A map of the internet. It’s no coincidence that it looks like an explosion of content. Courtesy Steve Jurvetson Flickr.
The adage “content is king” has ruled the internet since it was proclaimed by Bill Gates in 1996. The maxim has only been reinforced over the years: a picture’s worth a thousand words, but a GIF is worth a thousand shares.
One of the first steps in a business’s website development is to add content to drive inbound traffic. Gradually, the norm for content marketing has become simply “more”, a little of everything to appeal to everyone.
The internet’s leader in viral content, BuzzFeed, has shareability that every business would kill for. However, BuzzFeed also provides an object lesson in how the desire to go viral has led to the glut of content we see today. The best example is the Demolisticle, a portmanteau of “demographic” and “listicle,” those hyper-targeted lists meant to be shared amongst one group. Think of those lists that only appeal to one specific constituency: “16 things only grad students at Rutgers University will get,” or “21 signs that you’re a ferret owner.”
Consequently, a lot of businesses that have been following content marketing trends chase hyper-specific niches, which only adds to their content management woes. Customers have to deal with too much content in every other aspect of their lives, too. Think of the culture that’s popped up in the past few years around “binge-watching.” It’s no longer enough to simply watch a show you like at your own pace. In order to process all the content needed to stay relevant around the water cooler, people now have a word to describe the ordeal of a multi-hour viewing marathon.
Numerous commentators have pointed out that the current online marketing environment has too much content. Content still reigns, but managing it properly has rules of its own. Here are some content best practices for a world with so much content:
Ideal Lengths For Shorter Content:
In 2014, 87% of marketers use social media channels to get their content to prospective customers. Since web agencies and eBusinesses worldwide are paying good money to compete with puppy GIFs on social media, you can maximize your chances of getting seen with some content marketing best practices.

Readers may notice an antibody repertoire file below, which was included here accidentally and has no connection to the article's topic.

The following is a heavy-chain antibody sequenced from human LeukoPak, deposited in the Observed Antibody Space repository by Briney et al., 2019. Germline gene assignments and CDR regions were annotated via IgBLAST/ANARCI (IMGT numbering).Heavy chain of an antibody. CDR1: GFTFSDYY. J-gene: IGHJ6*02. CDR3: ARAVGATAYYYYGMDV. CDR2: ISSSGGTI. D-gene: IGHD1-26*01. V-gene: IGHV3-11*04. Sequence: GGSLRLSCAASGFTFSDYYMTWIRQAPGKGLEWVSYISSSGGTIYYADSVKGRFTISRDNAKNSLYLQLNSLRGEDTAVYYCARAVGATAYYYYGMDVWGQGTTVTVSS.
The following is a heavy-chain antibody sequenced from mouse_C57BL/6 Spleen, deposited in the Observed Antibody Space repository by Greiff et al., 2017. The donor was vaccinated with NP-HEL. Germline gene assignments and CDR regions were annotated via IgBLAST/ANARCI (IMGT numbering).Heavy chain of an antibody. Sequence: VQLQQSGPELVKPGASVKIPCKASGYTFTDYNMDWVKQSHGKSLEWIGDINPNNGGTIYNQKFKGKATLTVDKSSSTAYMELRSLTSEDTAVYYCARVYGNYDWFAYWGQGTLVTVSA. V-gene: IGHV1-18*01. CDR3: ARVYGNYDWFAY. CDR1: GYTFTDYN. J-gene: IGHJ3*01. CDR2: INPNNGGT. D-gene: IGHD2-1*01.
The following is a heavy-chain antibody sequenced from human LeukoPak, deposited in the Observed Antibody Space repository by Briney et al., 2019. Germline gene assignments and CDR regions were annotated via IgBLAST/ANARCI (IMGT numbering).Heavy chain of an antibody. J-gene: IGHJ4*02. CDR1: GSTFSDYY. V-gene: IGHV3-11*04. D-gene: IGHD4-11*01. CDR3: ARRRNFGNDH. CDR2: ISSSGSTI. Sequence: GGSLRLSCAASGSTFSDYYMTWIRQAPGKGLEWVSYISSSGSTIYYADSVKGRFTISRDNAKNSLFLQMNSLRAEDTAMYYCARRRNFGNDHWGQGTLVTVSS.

Twitter: Ideal Tweet Length Is 100 Characters.
Although 140 characters already seems like too few, less is more. Tweets that are 100 characters or fewer boast a 17% higher engagement rate. The space constraints force content creators to get inventive.
Always remember to stay trendy and responsive on Twitter. The medium rewards those who stay on top of popular hashtags and respond to users in a timely way.
Facebook: Ideal Post Length Is Less Than 40 Characters.
Content marketing strategist Jeff Bullas found that the best B2C Facebook posts are less than 80 characters long. For reference, the preceding sentence was almost 100 characters, which means all you have is one concise sentence to maximize your chances of a click.
For the highest engagement, though, make your post 40 characters or less. When a post is no longer than a headline, engagement jumps from 66% to 86%. Facebook is where businesses have to compete with engagement photos and updates from family members: give your customers just a few words.
When and How to Post Longer Content
Customers will read a lot, if the content’s worth it. Courtesy Mike Sall, Medium Data Lab.
Though Twitter, Facebook and LinkedIn are valuable channels for disseminating your content, substantive, longer posts remain at the heart of content marketing. How do you provide readers and prospective customers with the right amount of longer content, without overwhelming them or overextending yourself?
When creating content, know that more isn’t necessarily better—but write more when the occasion warrants it. A few observations from some of my own most-shared pieces: people like lists, people like seeing new information, and people love free things. If you’re sharing something like this, you can make it long.
First, though, some basics for longer content are in order.
The same rules apply for longer blog posts as for shorter bits for social media. A headline should be concise—between 40 and 80 characters—and give the reader a sense of what they’re in for.
Open with a bold, eye-catching image, and include images in the body to break up the reading. As far as the body text of your post, the website Medium studied their analytics to determine the ideal length for longer content. What Medium found was that the optimal length of a longer post is a 7-minute read, or around 1,600 words.
If you have an evocative, punchy title, appealing images, and something to say, you can expect to captivate readers for 7 minutes. If your digital agency follows these best practices, you can expect continued content marketing success. Have you found a way to get your content shared that works for you? Let us know in the comments!
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